Julia Poska | December 6, 2019
FEMA will “de-accredit” 94.5 miles of levees in southwest Iowa and northwest Missouri unless owners make updates that ensure protection within new 100-year flood boundaries, the Des Moines Register reported Wednesday.
The levees protect parts of Pottawattamie, Mills and Fremont counties, which experienced historic flooding this spring.
Affected communities have historically been located in FEMA’s 500-year floodplain, giving them a 0.2% chance of flooding in a given year (NOT flooding once in 500 years, as is a common misconception). Flood recurrence is calculated from historic averages, and increasing flood frequency due to climate change now puts those areas within the 100-year flood plain, making flood risk 5 times higher.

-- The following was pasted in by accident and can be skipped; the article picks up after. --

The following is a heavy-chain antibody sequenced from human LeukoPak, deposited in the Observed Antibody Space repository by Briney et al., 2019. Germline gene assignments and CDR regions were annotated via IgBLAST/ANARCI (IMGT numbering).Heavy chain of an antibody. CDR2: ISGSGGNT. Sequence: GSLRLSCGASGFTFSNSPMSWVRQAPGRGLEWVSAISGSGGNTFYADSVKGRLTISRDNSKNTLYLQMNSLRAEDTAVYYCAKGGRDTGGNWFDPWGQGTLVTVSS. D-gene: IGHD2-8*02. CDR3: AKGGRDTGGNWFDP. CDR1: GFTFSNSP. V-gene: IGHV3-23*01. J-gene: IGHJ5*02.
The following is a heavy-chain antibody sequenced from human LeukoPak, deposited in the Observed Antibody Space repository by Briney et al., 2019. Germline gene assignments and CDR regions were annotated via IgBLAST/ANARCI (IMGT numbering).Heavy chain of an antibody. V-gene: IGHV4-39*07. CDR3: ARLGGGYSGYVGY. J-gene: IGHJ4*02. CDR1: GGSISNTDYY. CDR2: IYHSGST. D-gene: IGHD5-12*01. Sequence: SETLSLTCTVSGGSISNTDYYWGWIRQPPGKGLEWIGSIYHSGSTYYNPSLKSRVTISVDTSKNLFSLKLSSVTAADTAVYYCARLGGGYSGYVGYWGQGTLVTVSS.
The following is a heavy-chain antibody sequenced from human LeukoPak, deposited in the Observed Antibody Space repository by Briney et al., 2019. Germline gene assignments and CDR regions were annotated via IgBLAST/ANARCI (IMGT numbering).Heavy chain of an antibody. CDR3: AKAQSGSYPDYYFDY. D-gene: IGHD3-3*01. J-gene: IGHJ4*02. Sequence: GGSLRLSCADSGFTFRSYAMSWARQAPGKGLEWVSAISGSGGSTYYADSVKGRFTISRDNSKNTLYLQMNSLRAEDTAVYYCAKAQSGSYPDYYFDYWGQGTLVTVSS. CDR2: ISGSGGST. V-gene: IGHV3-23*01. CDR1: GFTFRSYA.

The floodplain updates take effect in the spring but levee owners have a few years to make updates before official losing accreditation. The Register reports, “It’s estimated that work to meet FEMA’s standards could cost upwards of $1 million per mile of levee,” a steep price for an area still recovering from the last round of floods.
The Register reported that nearly 1,500 home and business owners would need to purchase flood insurance in the spring the levees don’t receive updates. In such a high-risk area, insurance would become mandatory, and rates in some areas could increase 2600%, according to the Register.